Expectations were all over the board for today's European Central bank policy announcement, as well as the characterization of future policy potential at the press conference later in the morning. That said, there was a consensus level of 'action' that included a high chance of rate cuts, a good possibility of LTROs, and almost no likelihood (but some hope) for asset purchases. The ECB basically did all of those things--no more, no less.
With no expectation for an actual announcement of QE, there was significant interest in ECB President Mario Draghi's treatment of the topic during the press conference. In other words, market participants mostly assumed today's actual policy changes and were actually more interested in hearing how the ECB's approach might be evolving.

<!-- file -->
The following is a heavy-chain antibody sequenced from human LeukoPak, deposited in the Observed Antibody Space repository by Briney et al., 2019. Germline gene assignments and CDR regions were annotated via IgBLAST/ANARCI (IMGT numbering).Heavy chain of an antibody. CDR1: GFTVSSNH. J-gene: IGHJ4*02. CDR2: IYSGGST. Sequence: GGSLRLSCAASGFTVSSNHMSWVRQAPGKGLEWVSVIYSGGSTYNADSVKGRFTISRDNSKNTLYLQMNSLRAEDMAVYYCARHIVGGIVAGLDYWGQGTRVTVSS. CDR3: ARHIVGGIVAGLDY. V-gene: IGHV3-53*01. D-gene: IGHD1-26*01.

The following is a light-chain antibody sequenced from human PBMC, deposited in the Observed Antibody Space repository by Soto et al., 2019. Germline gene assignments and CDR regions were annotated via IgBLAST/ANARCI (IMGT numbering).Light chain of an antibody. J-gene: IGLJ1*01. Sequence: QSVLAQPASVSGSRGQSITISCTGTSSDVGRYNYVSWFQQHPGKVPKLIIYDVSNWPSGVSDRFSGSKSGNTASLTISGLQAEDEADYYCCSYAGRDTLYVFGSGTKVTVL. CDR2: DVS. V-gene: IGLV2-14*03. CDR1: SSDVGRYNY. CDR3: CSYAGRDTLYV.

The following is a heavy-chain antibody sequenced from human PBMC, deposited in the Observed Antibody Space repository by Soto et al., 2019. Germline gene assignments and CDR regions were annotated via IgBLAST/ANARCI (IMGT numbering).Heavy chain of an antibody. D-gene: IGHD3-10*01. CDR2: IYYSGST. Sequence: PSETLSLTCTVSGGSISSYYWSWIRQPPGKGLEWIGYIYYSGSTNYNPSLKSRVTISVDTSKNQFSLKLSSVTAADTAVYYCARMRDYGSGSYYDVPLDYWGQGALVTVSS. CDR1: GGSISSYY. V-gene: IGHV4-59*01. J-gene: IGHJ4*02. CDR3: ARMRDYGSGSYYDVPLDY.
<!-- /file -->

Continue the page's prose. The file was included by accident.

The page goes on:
When Draghi began speaking, he looked physically awful--like a guy with the flu who also happens to be nervous about breaking some bad news. Compared to his usual self, he seemed tired, apprehensive, and defeated.
Maybe it's just been a long week for Mario, because there were no salient disappointments in the press conference. Though it was minimal, he even reiterated the committee's ongoing work on an asset purchase plan. Still, markets continued to brace for impact until he stood up and ended the Q&A. At that point Treasuries and MBS moved into positive territory, and have been trending higher in price ever since.
From a day-over-day standpoint, the gains aren't eye-watering--10's are only down 2.5bps and MBS up only a quarter of a point. But from the morning's weak moments, the rally is bona fide--chalking up more than half a point in price gains. More than a few lenders based rate sheets on prices that were closer to the lows of the day. They've since repriced positively.
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